December 13, 2016
Developing and Maintaining a Thriving Lay Counseling Ministry
6 - 8:00 PM ET
|Eric Scalise, Ph.D.
||Jared Pingleton, Psy.D.
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Eric Scalise, Ph.D., LPC, LMFT, is the President of LIV Enterprises & Consulting, LLC. He is the former Vice President of Professional Development at the American Association of Christian Counselors (AACC), as well as the former Department Chair for Counseling Programs at Regent University. Eric is an adjunct professor and the Senior Editor for both AACC and the Congressional Prayer Caucus Foundation. In addition, he is a Licensed Professional Counselor and Licensed Marriage & Family Therapist with more than 36 years of clinical and professional experience in the mental health field. Specialty areas include professional/pastoral stress and burnout, combat trauma and PTSD, marriage and family issues, leadership development, addictions and recovery, and lay counselor training. Eric is an author, conference speaker, and frequently works with organizations, clinicians, ministry leaders, and churches on a variety of issues.
Jared Pingleton, Psy.D., serves as Vice President of Professional Development at the American Association of Christian Counselors. As a clinical psychologist and credentialed minister, he is dually trained in both psychology and theology and specializes in the theoretical and clinical integration of the two disciplines. In professional practice since 1977, Dr. Pingleton has had the privilege to work with thousands of individuals and couples to offer help, hope, and healing to the hurting. He is an author, a national and international conference speaker, a consultant and was the founding director of two church-based counseling centers.
Lay helping within the Church and among parachurch organizations is a rapidly growing and global phenomenon. The movement is due, in part, to the shortage of professionally trained clinicians, the lack of regulatory infrastructure in many countries, and the resulting need to provide mental health services to the millions of hurting and broken people, and those who fall between the cracks. This in-depth workshop will cover initial planning considerations and core guidelines for developing a lay counseling or lay helping ministry from a biblical perspective. Using two major models—informal organized and formal organized—the selection, training, supervision, and evaluation of lay counselors and helpers will be addressed, along with the role of mental health professionals and potential legal, ethical, and liability issues.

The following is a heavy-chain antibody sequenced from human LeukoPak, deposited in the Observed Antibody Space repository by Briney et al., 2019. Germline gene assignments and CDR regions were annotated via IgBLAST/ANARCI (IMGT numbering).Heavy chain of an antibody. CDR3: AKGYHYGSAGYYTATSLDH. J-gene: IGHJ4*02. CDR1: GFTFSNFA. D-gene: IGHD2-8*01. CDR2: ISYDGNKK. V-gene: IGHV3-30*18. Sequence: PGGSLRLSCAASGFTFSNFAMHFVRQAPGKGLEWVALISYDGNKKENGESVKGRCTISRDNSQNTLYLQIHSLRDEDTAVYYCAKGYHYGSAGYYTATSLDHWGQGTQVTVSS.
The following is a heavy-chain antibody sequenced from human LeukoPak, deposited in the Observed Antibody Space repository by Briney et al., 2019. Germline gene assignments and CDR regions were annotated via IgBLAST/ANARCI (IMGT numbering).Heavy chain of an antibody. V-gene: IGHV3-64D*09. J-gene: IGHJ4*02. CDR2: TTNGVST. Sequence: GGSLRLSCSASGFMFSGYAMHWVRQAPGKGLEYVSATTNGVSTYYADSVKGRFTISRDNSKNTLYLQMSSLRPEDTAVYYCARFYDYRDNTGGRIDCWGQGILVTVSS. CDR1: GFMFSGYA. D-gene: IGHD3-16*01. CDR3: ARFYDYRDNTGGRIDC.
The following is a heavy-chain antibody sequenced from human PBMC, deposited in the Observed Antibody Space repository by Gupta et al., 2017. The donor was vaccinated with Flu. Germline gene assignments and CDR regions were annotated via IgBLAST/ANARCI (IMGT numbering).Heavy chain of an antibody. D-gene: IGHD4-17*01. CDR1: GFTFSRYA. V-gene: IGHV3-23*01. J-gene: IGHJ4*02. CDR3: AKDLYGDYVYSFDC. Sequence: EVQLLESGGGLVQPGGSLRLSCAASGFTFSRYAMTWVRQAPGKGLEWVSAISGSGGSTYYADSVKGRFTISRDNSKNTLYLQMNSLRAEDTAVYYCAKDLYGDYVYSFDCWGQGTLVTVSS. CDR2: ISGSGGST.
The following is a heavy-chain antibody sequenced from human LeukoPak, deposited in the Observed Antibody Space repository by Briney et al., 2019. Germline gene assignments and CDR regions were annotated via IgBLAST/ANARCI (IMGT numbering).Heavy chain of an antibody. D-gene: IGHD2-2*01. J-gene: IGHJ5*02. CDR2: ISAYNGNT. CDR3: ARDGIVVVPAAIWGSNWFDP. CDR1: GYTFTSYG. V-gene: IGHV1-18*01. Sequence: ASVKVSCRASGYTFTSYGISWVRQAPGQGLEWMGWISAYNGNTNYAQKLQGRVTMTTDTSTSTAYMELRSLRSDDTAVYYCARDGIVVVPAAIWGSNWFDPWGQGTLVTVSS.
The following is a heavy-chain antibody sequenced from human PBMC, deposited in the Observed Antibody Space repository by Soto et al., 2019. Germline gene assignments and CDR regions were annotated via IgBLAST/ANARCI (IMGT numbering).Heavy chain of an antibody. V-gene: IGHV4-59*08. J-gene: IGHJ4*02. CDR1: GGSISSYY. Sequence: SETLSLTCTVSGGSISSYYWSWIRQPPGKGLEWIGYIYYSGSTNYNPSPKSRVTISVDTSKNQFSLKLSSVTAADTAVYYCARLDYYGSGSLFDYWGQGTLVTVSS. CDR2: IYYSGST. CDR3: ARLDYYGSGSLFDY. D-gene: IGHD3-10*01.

- Understand how to develop, organize, and initiate an effective lay counseling or lay helping ministry from a biblical perspective, using two major models: informal organized and formal organized
- liLearn how to identify and integrate a strategic plan regarding the selection, training, supervision, and evaluation of lay counselors or lay helpers, as well as address potential legal, ethical, and liability issues in the process
- Be able to articulate the critical partnership needed between the Church and other community resources, including the various roles that mental health professionals can play in developing lay counselors and lay counseling or lay helping ministries
January 24, 2017
The Church and Mental Illness
6 - 8:00 PM ET
|Ed Stetzer, Ph.D.
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Ed Stetzer, Ph.D., is a researcher with a background in church ministry and a passion for engagement around issues of mental health and wholeness. He is the Executive Director of LifeWay Research Division and has trained leaders on six continents, holds two masters and two doctorates, and has written dozens of articles and books. Dr. Stetzer is also the Executive Editor of The Gospel Project, a weekly curriculum used by more than half a million people each week, and is Executive Editor of Facts & Trends, a Christian leadership magazine. He is the Senior Fellow of the Billy Graham Center at Wheaton College and a Visiting Professor at Trinity Evangelical Divinity School and Southeastern Seminary. Dr. Stetzer serves on the Board of the National Association of Evangelicals and volunteers as Lead Pastor of Grace Church, a congregation he planted in 2011.
This Webinar will enhance participants’ knowledge of the state of the Church’s understanding and engagement in mental health issues. The focus will be on research done on three samples. First, a quantitative phone survey of 1,000 Protestant pastors, analyzing their views of mental illness and their (and their churches’) engagement and responses to such issues. Second, a sample of those who self-identify as having a diagnosed mental illness. And third, a sample of the family members of those diagnosed with a mental illness. By analyzing the responses and looking at best practices, participants will be better informed about congregational care, perceptions of the community, and options for partnerships with local mental health professionals.
- Identify the current views of mental illness among pastors and critique and analyze those responses
- Identify gaps in perception between different samples and provide solutions to fill those gaps
- Propose church-based or church-partnered solutions for better engagement in mental health issues